Over the last decade, critics of social media providers complained about the control they had over the content published on their platforms, especially regarding hateful online speech, the spread of misinformation, and even the promotion of terrorism. In 2017, The Economist characterized these growing concerns as a “global techlash”. While these big tech companies started to implement regulations a few years ago, current developments seem to be cementing this trend. The first major move was made by Twitter last May, introducing fact-checking and warning labels encouraging users to “get the facts.” The company took these measures in response to U.S. President Donald Trump’s “potentially misleading” messages about voting by mail. Moreover, Trump’s tweets were not the only ones labelled by the company. A few politicians and heads of state saw their tweets labelled or removed, most notably those of Osmar Terra, a Brazilian politician, and Jair Bolsonaro and Nicolás Maduro, presidents of Brazil and Venezuela respectively, for their inaccuracies or misleading comments about COVID-19 and potential cures to the virus.
However, it was the reinvigoration of the Black Lives Matter movement following George Floyd’s murder that hastened the measures taken by social media to contain what it deemed hateful speech and racial discrimination from their platforms. On May 29th, after a controversial tweet from Trump’s account, implying that protesters and looters in Minneapolis could be shot, Twitter decided for the first time to restrict access to Trump’s messages. While the tweet was not removed, as it might be of public interest, the company warned users that the message violated “Twitter Rules about glorifying violence” and could not be responded to or retweeted. Twitter’s measures were followed by other companies such as Twitch, the live-streaming platform owned by Amazon, which issued a two-week ban to Trump’s channel for “hateful conduct”. Reddit also hardened its content policy to more aggressively ban hate speech and harassment from its forums. The platform recently banned the subreddit r/The_Donald – a forum dedicated to discussions about the U.S President and notorious for its promotion of racism, anti-Semitism and conspiracy theories – as well as 2000 other communities. As for YouTube, the company banned several prominent white supremacist channels, most notably those of Stefan Molyneux, a Canadian white nationalist activist, and David Duke, former leader of the Ku Klux Klan. The platform also tightened its policy regarding anti-Semitic and revisionist content, banning creators that denied the Holocaust, an act criminalized in 17 countries.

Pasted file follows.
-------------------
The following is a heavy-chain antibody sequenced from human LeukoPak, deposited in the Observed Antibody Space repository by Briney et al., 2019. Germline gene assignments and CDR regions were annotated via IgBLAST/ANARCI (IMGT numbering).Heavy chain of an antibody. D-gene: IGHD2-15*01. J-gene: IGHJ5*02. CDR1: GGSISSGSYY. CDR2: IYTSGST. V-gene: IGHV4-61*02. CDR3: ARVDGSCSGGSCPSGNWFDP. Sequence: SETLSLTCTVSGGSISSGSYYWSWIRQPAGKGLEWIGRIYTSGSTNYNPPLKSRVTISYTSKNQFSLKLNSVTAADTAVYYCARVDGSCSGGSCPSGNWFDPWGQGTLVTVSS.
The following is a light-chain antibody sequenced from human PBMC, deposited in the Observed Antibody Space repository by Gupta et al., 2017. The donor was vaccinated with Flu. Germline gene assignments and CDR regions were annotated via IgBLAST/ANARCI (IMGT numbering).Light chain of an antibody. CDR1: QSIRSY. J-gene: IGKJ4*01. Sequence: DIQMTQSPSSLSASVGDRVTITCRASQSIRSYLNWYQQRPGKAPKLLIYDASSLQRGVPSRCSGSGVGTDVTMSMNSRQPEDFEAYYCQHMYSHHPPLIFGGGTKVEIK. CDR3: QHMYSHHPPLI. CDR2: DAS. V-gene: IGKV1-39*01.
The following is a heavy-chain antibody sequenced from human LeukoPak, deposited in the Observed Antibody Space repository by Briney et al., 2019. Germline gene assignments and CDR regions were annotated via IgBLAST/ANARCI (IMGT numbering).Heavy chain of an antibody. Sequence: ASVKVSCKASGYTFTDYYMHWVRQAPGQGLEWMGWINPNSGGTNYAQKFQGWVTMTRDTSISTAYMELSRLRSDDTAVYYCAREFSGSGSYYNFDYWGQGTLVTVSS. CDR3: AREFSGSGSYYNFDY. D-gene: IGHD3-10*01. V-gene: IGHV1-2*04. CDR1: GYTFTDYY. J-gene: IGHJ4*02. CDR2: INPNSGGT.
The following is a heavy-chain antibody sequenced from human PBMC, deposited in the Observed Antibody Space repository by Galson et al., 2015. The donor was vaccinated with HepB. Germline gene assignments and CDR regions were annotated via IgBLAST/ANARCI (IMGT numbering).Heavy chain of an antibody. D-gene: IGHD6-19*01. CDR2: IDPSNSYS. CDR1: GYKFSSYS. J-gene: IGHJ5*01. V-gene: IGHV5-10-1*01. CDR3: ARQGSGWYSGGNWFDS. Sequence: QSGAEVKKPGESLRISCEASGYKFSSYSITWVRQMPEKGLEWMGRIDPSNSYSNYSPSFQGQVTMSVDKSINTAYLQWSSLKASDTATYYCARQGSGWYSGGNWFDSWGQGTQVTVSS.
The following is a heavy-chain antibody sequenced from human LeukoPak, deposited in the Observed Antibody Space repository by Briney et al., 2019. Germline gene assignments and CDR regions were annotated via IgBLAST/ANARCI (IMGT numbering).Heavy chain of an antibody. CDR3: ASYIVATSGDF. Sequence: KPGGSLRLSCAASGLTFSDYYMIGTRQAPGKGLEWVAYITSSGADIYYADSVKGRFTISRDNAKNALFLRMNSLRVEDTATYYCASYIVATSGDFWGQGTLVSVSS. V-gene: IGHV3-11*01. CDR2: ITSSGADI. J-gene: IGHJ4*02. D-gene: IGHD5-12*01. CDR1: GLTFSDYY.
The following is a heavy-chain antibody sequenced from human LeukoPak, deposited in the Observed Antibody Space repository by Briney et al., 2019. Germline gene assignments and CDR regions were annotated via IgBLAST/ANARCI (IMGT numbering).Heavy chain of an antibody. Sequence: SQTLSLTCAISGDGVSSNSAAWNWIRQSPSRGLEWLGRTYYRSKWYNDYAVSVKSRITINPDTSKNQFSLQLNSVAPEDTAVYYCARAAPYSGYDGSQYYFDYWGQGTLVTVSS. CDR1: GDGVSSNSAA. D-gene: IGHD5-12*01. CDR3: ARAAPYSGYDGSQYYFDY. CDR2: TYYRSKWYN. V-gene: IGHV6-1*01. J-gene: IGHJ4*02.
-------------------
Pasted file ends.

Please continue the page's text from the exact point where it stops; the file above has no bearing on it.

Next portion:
In contrast, Facebook has been much more reluctant to take part in this movement. Trump’s message about the protests in Minneapolis, also posted on Facebook, was not removed by the company, nor labelled as in the case of Twitter. The company’s founder and chief executive, Mark Zuckerberg, justified this decision on Fox News, saying he was uncomfortable with Facebook’s being “the arbiter of truth of everything that people say online.” This position was not well received and resulted in the Stop The Hate For Profit movement, which aimed to persuade companies to stop advertising on Facebook. This movement was joined by some wide-ranging companies such as Coca-Cola, Verizon, Unilever and the top five Canadian banks RBC, TD, CIBC, BMO and Scotiabank. In response to the boycott, on June 26th, Facebook introduced labels to provide more context to political content posted on its platform, saying it would expand its regulations about hateful speech.